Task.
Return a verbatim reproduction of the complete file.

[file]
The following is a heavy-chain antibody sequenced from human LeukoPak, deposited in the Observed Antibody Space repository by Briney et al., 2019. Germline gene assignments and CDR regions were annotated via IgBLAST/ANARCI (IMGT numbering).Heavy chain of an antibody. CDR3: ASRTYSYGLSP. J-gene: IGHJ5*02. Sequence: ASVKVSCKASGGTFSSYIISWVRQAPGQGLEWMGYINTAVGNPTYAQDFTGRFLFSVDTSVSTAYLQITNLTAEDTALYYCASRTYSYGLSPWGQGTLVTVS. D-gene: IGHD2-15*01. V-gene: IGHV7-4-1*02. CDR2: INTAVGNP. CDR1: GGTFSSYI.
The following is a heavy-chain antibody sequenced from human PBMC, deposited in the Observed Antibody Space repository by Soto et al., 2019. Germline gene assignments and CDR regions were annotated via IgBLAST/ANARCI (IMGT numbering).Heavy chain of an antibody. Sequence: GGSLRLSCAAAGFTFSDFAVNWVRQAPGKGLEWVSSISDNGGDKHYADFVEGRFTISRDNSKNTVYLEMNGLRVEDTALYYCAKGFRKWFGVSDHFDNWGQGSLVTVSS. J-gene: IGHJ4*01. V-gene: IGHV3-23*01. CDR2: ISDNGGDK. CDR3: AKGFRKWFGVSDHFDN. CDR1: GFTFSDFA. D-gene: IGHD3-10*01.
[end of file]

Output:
The following is a heavy-chain antibody sequenced from human LeukoPak, deposited in the Observed Antibody Space repository by Briney et al., 2019. Germline gene assignments and CDR regions were annotated via IgBLAST/ANARCI (IMGT numbering).Heavy chain of an antibody. CDR3: ASRTYSYGLSP. J-gene: IGHJ5*02. Sequence: ASVKVSCKASGGTFSSYIISWVRQAPGQGLEWMGYINTAVGNPTYAQDFTGRFLFSVDTSVSTAYLQITNLTAEDTALYYCASRTYSYGLSPWGQGTLVTVS. D-gene: IGHD2-15*01. V-gene: IGHV7-4-1*02. CDR2: INTAVGNP. CDR1: GGTFSSYI.
The following is a heavy-chain antibody sequenced from human PBMC, deposited in the Observed Antibody Space repository by Soto et al., 2019. Germline gene assignments and CDR regions were annotated via IgBLAST/ANARCI (IMGT numbering).Heavy chain of an antibody. Sequence: GGSLRLSCAAAGFTFSDFAVNWVRQAPGKGLEWVSSISDNGGDKHYADFVEGRFTISRDNSKNTVYLEMNGLRVEDTALYYCAKGFRKWFGVSDHFDNWGQGSLVTVSS. J-gene: IGHJ4*01. V-gene: IGHV3-23*01. CDR2: ISDNGGDK. CDR3: AKGFRKWFGVSDHFDN. CDR1: GFTFSDFA. D-gene: IGHD3-10*01.